Cablegate: Mersin Port Facing Need for Change

This record is a partial extract of the original cable. The full text of the original cable is not available.





E.O. 12958: N/A

1.(SBU) Summary: AMCON ADANA PO visited Mersin on November
24, visiting the state-run Mersin Port , nearby free zone and
its private port and the Chamber of Marine. The port, while
quite profitable for the GOT, sees capacity constraints in the
near future and badly needs modernization. The Free Zone is
also full and mulling how to react to continuing local demand
for access to its tax-free status even in the face of
potentially losing that tax concession should Turkey start EU
accession talks. The Chamber of Marine is busy planning to
start a new shipyard and drydock business in western Mersin
province, but faces local zoning hurdles at the moment. They
project high demand for their planned maintenance and repair
services as well as for their subsequent shipbuilding capacity
as Istanbul's comparable services reportedly have been
saturated. End Summary.

2.(SBU) AMCON ADANA PO visited Mersin on November 24, visiting
the state-run Mersin Port. According to the Port director and
the Chamber of Marine, the Port, run by the State Board for
Ports and Railroads, netted almost USD 50 million for the GOT in
2003 and is projected to have similar results this year.
Nevertheless, the absence of any reinvestment in the extremely
busy port, whose container capacity, pier access, and available
draft is unique in the northeastern Mediterranean was striking.
The port was brimming with containers, but the Port Authority
requirement that the Marine Agencies fully employ its
inefficient state-employed longshoremen on all cargo handling
before their own private teams' use has resulted in combinations
of private and State longshoremen services for almost each ship
who invariably work at different speeds and with different
levels of capacity and skill. Some Marine agents have even gone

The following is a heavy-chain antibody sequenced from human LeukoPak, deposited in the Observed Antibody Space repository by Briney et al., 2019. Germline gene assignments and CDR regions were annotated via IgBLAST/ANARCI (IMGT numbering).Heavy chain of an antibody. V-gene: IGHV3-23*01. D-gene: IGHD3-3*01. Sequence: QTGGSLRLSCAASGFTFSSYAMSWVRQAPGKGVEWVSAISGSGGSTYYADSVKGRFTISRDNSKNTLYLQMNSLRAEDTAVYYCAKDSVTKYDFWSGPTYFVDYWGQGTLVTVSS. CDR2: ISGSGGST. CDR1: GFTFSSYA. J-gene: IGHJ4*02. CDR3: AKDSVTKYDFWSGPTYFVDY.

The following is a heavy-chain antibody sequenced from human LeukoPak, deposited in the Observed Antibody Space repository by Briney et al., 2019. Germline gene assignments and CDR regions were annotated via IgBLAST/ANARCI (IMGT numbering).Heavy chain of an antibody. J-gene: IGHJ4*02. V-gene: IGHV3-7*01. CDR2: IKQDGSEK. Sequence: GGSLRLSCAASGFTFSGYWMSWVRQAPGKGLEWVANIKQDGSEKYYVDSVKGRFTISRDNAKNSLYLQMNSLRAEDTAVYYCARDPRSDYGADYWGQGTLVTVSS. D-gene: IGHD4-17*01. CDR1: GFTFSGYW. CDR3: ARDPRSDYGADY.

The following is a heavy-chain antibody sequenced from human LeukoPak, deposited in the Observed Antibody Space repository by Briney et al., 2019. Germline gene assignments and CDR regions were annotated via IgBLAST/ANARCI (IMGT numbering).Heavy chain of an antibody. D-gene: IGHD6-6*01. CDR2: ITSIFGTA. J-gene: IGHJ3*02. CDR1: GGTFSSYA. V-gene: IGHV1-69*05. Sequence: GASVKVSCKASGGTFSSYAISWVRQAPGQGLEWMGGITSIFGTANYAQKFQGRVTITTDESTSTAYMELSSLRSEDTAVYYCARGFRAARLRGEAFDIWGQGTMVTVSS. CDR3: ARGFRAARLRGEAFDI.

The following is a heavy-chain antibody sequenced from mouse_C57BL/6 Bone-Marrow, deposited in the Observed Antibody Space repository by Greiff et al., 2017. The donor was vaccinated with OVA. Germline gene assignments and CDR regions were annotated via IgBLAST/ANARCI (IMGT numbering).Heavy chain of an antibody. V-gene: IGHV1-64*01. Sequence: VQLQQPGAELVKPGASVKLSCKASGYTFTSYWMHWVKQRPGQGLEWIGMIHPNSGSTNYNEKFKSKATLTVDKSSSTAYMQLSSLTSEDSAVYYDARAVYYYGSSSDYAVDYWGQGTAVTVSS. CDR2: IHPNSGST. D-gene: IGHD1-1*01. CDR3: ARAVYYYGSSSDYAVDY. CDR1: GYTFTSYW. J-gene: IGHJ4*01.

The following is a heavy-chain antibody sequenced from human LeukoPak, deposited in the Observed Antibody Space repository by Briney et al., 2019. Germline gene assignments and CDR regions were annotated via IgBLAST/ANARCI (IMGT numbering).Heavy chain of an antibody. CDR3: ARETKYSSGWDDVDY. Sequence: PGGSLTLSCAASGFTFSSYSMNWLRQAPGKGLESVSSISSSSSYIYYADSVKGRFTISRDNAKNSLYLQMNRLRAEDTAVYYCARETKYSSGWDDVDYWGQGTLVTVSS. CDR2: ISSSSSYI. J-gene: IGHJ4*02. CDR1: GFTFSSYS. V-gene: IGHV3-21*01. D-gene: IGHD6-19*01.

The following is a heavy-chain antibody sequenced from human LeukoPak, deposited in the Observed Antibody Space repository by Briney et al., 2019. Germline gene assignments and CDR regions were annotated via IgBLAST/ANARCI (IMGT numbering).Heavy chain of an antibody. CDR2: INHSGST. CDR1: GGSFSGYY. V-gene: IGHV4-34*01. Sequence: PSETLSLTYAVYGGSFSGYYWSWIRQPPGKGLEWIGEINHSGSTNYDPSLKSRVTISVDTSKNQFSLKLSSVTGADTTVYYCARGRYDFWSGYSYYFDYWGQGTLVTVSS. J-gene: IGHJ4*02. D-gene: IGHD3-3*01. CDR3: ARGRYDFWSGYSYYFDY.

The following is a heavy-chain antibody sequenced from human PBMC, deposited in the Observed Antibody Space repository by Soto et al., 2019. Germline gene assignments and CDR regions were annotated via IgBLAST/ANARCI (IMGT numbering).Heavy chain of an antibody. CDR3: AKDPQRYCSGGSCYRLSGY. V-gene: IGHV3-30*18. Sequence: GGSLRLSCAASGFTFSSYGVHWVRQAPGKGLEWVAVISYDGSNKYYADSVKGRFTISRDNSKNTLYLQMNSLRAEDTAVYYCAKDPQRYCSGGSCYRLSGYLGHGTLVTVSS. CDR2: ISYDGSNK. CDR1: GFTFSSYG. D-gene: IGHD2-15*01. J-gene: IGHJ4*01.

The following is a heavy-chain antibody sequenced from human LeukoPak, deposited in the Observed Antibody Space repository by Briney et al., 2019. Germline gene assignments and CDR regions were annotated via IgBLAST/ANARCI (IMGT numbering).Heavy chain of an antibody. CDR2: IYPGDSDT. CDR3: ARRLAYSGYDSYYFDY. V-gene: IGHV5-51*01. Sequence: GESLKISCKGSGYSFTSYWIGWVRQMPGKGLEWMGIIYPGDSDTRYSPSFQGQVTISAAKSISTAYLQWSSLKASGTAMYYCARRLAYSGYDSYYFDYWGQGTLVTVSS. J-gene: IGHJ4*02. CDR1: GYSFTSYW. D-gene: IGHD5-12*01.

so far as to pay the Port Authority for its longshoremen and
still do all unloading with its private workforce just to
streamline cargo handling.

3.(SBU) Cargo handling equipment is also lagging demand even
though the Port Authority is investing in this area to try to
match demand. Currently there are two GOT-owned standard cargo
container handling gantries and one mobile, privately-owned
similar gantry operated privately on a Port Authority
concession. The Port Authority currently is assembling two
post-PANAMAX cargo container handling gantries of Irish
manufacture with a projected completion date of February 2005.
Shipping agents welcome the new capacity cranes' acquisition,
but note that they occasionally are turning away standard size
business because of under- capacity in that category and nagging
concerns about the maintenance on the two GOT-owned gantries, in
effect limiting their cargo handling capacity.

4.(SBU) Additionally, all containers in the almost full
container yard are tracked by hand. Asked about a GPS-
transponder system's future viability and the sort automated
tracking which is common in many world container shipyards, the
Port Director said that the Port Authority was working on
automating its billing department, but that any other investment
was not covered in the State budget. The Port Director
mentioned as well that he had discussed port automation with
Hamburg Port Authority representatives in the recent past, but
nothing came of the discussion. There also is no insurance or
cargo-handling liability system to cover damages to cargo while
in on/off-loading status. Both the Chamber of Marine and nearby
small private Free Zone Port authority found these shortcomings
striking and at odds with standard commercial practice. The